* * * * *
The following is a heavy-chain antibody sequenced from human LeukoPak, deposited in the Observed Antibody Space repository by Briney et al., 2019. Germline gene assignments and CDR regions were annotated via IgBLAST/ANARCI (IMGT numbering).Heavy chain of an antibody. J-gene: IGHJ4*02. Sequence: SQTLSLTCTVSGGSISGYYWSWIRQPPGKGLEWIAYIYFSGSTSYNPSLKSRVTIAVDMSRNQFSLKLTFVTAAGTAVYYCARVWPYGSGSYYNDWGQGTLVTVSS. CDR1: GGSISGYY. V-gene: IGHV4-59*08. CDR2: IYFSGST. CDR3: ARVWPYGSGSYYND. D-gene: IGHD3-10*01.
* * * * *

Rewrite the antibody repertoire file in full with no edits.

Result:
The following is a heavy-chain antibody sequenced from human LeukoPak, deposited in the Observed Antibody Space repository by Briney et al., 2019. Germline gene assignments and CDR regions were annotated via IgBLAST/ANARCI (IMGT numbering).Heavy chain of an antibody. J-gene: IGHJ4*02. Sequence: SQTLSLTCTVSGGSISGYYWSWIRQPPGKGLEWIAYIYFSGSTSYNPSLKSRVTIAVDMSRNQFSLKLTFVTAAGTAVYYCARVWPYGSGSYYNDWGQGTLVTVSS. CDR1: GGSISGYY. V-gene: IGHV4-59*08. CDR2: IYFSGST. CDR3: ARVWPYGSGSYYND. D-gene: IGHD3-10*01.